Waste Less, Grow More: A Guide to Compost Gardening
By Tripp and Carmen Eldridge
Are you trying to live a life with less waste? As more people are becoming aware of the effects of pollution and climate change on our planet, many are trying to make lasting changes in their everyday habits. As a result, composting is gaining popularity among sustainability-minded homeowners as a way to reduce both their carbon footprint and the amount of waste that ends up in landfills.
In Palm Beach County alone, about 1.5 million tons of trash were thrown away in the past year, showing the growing need for South Floridians to do their part in limiting our accumulation of waste – and composting is a great place to start.
Many small-scale and organic farmers successfully utilize composting to enrich their soil, and it can be just as effective for recreational gardeners. In addition to helping the environment by using less water and recycling your own food waste, composting can also benefit your garden, keeping it lush and growing.
The best way to get into composting is by simply holding onto some of the everyday waste you go through in your kitchen. To help get you started, here are five common kitchen toss-outs that can benefit your garden:
- Used tea bags
Used tea bags are a great kitchen scrap to use as a compost fertilizer or planted directly into soil to help a garden grow dense and lush. Just be sure to only compost tea bags that are 100% plastic free. Some are made of nylon, which is a form of plastic.
To use tea bags as a compost fertilizer, add cooled-off tea bags to a compost bin balanced with water and carbon-rich materials like leaves or paper. Once the pile is dark in color, cool, and crumbles easily, the compost is ready for use. For best results, mix the compost into the top inches of garden soil or use as mulch around trees and shrubs.
Tea bags can also be planted directly in soil near the root of the plant. As the tea bag decomposes, it will nourish the plant with moisture and help with weed repression.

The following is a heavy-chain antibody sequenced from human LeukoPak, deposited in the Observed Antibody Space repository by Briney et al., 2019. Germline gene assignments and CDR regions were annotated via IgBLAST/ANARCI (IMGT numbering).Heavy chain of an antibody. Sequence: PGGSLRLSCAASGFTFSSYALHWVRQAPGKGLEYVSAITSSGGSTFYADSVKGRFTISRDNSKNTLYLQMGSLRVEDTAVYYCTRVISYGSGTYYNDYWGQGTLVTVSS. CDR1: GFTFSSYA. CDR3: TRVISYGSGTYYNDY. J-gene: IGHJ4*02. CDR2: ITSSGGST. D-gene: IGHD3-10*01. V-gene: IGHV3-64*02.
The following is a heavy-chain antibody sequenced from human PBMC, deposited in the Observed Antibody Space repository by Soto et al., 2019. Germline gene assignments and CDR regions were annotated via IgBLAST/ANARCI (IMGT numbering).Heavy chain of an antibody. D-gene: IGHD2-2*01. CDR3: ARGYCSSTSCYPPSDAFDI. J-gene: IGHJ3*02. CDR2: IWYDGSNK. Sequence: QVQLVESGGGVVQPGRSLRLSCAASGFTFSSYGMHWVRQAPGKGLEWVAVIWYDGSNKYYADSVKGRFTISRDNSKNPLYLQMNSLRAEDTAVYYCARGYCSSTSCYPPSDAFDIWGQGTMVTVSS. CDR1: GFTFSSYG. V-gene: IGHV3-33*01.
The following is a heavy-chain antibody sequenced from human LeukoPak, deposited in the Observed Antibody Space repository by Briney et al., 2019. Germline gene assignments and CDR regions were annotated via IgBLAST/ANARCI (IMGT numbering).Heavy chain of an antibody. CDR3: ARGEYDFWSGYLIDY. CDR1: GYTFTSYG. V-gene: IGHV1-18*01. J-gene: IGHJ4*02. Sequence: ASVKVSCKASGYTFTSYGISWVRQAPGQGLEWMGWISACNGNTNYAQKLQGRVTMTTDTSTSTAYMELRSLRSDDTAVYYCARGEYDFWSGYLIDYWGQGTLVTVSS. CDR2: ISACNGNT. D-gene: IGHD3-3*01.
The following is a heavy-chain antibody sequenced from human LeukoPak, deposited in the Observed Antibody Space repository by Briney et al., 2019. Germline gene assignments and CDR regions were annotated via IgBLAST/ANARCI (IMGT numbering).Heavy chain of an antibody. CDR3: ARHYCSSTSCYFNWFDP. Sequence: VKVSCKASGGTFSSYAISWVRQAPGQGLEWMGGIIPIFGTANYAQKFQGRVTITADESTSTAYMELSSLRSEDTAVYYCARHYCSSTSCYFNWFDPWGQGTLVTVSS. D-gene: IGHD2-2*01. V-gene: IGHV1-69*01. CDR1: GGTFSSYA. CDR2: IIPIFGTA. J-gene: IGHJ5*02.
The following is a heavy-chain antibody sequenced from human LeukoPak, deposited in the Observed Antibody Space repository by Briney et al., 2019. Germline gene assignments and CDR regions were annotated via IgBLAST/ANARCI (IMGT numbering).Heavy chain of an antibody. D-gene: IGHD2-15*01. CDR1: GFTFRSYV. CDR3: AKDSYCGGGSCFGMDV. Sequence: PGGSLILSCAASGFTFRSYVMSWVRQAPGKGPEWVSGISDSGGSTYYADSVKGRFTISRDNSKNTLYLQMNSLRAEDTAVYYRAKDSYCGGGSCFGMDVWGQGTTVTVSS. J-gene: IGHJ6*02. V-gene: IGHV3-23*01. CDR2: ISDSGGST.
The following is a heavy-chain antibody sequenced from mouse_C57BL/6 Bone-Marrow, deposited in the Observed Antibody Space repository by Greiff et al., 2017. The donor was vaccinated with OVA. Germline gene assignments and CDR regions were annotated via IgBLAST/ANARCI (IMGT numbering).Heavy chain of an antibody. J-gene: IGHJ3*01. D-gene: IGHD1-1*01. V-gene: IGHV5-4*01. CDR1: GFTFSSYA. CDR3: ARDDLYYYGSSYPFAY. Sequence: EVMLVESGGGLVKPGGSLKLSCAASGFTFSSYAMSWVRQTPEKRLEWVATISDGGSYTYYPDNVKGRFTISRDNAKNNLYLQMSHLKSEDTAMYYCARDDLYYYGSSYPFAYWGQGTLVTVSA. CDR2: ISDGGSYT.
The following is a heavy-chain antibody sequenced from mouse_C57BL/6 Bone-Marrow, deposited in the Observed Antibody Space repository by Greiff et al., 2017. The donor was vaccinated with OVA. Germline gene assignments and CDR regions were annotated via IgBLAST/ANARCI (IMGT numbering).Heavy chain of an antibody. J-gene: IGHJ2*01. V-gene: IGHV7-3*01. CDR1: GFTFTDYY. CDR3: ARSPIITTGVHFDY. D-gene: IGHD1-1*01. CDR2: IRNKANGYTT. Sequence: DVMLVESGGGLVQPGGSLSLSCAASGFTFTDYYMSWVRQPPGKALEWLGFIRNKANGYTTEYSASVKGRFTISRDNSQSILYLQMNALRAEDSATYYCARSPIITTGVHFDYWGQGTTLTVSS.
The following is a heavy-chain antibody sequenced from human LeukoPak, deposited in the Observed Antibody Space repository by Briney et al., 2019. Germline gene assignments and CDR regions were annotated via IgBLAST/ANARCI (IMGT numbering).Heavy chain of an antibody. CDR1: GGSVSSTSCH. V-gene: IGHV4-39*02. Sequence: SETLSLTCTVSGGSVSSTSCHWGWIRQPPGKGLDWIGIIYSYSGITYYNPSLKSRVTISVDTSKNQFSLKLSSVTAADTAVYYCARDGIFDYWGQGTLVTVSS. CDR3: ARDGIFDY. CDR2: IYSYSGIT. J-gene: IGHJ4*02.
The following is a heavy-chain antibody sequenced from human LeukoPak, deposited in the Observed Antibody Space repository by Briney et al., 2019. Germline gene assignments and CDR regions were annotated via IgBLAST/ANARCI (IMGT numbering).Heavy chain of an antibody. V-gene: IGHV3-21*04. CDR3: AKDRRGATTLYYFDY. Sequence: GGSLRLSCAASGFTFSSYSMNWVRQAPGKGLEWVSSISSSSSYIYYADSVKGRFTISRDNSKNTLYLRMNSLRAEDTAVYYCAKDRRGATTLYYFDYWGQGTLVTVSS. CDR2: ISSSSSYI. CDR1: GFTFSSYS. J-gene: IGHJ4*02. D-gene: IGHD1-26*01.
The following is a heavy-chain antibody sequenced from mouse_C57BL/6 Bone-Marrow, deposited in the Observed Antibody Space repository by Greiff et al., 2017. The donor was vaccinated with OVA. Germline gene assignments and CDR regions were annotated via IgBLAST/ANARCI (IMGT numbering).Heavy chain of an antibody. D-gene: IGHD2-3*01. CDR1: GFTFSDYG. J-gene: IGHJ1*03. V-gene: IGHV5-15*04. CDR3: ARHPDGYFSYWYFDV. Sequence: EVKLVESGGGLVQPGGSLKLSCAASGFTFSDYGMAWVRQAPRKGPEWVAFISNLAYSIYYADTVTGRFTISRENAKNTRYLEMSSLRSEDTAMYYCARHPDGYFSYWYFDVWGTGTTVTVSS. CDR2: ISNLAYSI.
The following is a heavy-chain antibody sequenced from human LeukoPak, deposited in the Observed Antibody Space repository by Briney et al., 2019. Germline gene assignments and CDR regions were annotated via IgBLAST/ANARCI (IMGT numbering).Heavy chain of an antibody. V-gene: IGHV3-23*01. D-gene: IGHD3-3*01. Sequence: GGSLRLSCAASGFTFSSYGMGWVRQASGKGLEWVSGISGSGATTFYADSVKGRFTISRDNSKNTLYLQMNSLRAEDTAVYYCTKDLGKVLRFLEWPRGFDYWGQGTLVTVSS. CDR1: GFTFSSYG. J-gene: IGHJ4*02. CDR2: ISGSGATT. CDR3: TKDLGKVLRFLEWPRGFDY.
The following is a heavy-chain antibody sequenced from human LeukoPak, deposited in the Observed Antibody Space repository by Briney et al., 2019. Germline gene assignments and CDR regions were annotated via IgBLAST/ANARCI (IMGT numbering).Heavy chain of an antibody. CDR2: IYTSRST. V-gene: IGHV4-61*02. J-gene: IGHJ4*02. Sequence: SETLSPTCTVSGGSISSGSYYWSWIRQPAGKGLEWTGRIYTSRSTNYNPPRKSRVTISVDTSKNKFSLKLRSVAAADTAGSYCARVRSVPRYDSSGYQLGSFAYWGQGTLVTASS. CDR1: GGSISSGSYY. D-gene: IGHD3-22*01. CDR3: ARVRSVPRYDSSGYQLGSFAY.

Used tea bags are effective in gardens because they are nitrogen-rich, and nitrogen is a key element in plant development for growth and color. In particular, tea bags help plants maintain moisture, promote earthworms that allow plant roots to penetrate deeper and grow bigger and healthier.
Since tea bags are high in acid, they are most effective on acid-loving plants like ferns, azalea bushes, and hydrangeas.
- Used coffee grounds
Like tea bags, coffee grounds are another food scrap that can play a key role in plant health.
Used coffee grounds can be used as a fertilizer mixed into the top inches of soil or just sprinkled on the top layer of soil to help with moisture retention and aeration. Coffee grounds can also act as a pest and cat repellent because of its caffeine content and smell.
Fresh coffee grounds are highly acidic but used coffee grounds are more neutral and work best on moisture-loving plants like hibiscus, iris, and marigold.
- Banana peels
Banana peels are an easy solution to help strengthen plants’ stems and fight off diseases due to their high potassium content.
To use banana peels in your garden, just bury them close to your plants so they can release their nutrients as they decompose. Bananas are great for plants like tomatoes, peppers, or flowers because their high potassium content helps flowers, seeds, and fruits develop.
- Egg shells
Using eggshells in your garden is a great way to reduce kitchen waste and help introduce calcium from the eggshells into your garden soil.
Simply grind up the used eggshells and till them into the soil. As they break down, the eggshell will help aerate the soil and reduce its acidity. Eggshell fertilizer is most effective in plants like tomatoes, peppers, and eggplants because its high-calcium content helps prevent blossom-end rot.
- Pasta water
Instead of dumping leftover pasta water down the drain, you can use that leftover water to water plants in your garden. Not only is using pasta water in your garden eco-friendly because you’re conserving water, but it also can help plants grow by nourishing them with its starchy nutrient-rich content.
However, do make sure that the pasta water is unsalted and cooled down before using it to water plants. Just pour it into a watering can and water any plant in your garden or home.
Sometimes going green is all about stepping just a little bit outside of your comfort zone. So, hold on to those extra scraps of kitchen waste and don’t be afraid to think outside of the box in your garden!
About the Authors
Carmen and Tripp Eldridge are small-scale farming experts and the current Farm Directors at Arden, an award-winning residential agrihood in Palm Beach County, FL. Managing the community’s five-acre farm, Tripp and Carmen are pioneering innovative farm-to-table living in South Florida.